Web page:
Playing For The Sake Of Playing

If I have a manifesto for gaming, the biggest assertion I want to make is a simple one: of all the marvellous games available for us to enjoy in our spare time, the fantasy roleplaying game has the greatest value as an infinite game.

An infinite game is played for the purpose of continuing the play. When I first began playing Traveller the group I was part of would meet most days and merely play. We’d carry on the adventure, each session led to the next, and then to another.

We weren’t playing a particular campaign arc, nor were we playing a module. We weren’t counting down the sessions to the end of one person’s tenure as Referee. We certainly weren’t bothered about reaching greater levels of power or even wealth. We were merely playing.

These days it seems I can’t get as far as proposing to play before someone will ask me the limits on the game: Which rules system? How many sessions? Which campaign book? Running from which level? How many players? The list of qualifying and limiting questions is seemingly endless.

Why don’t we just show up and play anymore?

Maybe we feel like commitment is harder now that we are adults – surely we all have barriers to getting to the literal or digital table. You probably have a family, a job, a partner, other commitments. Sure. But that’s not really the problem. We can choose to run an Open Table. We can accept that some sessions you won’t be there. We can even decide to run the game with varying Game Masters. But we don’t.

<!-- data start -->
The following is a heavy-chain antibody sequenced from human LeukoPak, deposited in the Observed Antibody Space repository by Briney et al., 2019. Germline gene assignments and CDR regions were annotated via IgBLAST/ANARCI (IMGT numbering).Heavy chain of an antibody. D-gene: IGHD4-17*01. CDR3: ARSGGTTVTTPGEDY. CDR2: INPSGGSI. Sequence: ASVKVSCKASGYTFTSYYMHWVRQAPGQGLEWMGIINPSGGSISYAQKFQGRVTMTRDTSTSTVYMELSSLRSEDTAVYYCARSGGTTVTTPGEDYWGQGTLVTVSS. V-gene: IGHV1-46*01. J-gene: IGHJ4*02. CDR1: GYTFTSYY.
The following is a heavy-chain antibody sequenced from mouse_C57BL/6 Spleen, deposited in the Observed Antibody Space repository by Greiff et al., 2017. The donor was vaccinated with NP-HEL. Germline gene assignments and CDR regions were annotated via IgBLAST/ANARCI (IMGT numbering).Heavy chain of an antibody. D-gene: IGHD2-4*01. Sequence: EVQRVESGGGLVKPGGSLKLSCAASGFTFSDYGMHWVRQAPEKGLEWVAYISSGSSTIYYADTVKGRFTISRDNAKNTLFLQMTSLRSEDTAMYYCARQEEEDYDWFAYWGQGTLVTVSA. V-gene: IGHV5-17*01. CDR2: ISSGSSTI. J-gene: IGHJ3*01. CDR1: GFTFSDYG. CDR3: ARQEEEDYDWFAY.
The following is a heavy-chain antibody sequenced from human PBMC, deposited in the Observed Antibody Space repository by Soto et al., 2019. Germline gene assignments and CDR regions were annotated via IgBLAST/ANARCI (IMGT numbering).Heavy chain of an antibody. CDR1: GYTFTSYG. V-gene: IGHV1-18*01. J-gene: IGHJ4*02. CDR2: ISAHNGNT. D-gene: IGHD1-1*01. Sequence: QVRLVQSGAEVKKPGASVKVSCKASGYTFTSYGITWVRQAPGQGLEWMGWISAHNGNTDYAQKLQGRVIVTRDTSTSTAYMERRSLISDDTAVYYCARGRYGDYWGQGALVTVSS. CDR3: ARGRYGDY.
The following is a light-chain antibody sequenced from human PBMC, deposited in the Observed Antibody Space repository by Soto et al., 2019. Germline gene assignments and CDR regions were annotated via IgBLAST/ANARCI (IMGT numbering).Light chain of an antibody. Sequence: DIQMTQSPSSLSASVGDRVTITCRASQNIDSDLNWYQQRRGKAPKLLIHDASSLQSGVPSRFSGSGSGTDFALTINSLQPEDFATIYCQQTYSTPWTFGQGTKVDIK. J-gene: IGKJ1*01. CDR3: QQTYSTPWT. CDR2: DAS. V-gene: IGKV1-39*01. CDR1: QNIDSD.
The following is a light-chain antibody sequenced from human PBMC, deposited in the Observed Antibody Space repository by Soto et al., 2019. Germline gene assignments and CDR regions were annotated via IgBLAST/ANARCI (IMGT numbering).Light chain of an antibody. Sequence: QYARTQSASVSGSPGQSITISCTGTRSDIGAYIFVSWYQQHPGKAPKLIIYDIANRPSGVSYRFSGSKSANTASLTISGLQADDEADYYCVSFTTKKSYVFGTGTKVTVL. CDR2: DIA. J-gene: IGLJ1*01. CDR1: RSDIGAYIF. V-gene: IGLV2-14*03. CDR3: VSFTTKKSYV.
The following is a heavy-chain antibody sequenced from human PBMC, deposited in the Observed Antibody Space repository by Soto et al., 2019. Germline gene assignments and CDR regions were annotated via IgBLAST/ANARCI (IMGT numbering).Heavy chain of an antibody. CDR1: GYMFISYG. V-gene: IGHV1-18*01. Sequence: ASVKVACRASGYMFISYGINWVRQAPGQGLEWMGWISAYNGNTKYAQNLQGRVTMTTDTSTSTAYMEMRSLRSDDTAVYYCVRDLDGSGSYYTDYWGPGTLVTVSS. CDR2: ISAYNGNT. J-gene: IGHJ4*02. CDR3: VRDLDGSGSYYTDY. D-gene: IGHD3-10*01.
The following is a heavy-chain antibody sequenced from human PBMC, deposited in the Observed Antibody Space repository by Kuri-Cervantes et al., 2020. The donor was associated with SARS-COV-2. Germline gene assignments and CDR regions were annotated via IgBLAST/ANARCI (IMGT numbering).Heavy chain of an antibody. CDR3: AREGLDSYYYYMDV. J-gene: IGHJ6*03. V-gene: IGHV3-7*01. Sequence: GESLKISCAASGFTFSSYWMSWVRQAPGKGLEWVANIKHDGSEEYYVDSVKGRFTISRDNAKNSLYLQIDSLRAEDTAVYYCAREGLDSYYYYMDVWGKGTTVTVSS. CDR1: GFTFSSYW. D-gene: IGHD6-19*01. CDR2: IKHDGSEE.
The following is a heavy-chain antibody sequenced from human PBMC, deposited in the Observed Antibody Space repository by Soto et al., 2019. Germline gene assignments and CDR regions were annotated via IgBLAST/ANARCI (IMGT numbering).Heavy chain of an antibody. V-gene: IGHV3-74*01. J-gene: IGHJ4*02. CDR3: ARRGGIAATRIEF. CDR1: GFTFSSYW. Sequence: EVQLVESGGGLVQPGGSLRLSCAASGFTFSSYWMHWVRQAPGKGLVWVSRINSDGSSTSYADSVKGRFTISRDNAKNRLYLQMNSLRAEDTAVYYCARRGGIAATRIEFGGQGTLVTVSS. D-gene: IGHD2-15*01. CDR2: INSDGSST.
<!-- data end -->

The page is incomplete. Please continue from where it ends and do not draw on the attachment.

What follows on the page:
We’ve backed ourselves into an imaginary corner with clearly defined limits that take the potential for an ongoing infinite game and reduce it to a finite parcel. This or that set of rules, this many sessions, that campaign book, from level 3 to level 10, and only four regular players. Because we have come to believe that this is better.

I am questioning that orthodoxy. I remember that my friend Daniel ran the sessions most of the time but when he couldn’t we’d meet elsewhere and someone else would take up the mantle. We could grab new characters or continue with the current crop. It didn’t matter too much because the goal was that we were going to play today.

Daniel and Alex were our main GMs (circa 1987)

Sure, we aren’t teenage kids anymore. We don’t have the free time we used to have, not by a long shot. But we could choose to set a day and a time, perhaps once a fortnight or every week. Or even once a month. We could decide that whoever is free turns up to play.

We could decide that the game is set in one world and that anyone could run the session for the others. We could choose to have a troupe of characters, rotating which we played depending on the needs of the game this particular session.

We could stop worrying about whether the story is epic or the characters are levelling up quick enough. We could engage in the fantasy, as friends, together, today. The play could be the priority. We stop looking for one particular set of outcomes. We embrace the uncertainty and playfulness of the open-ended roleplaying game.

I can’t help but wonder how liberating that might turn out to be.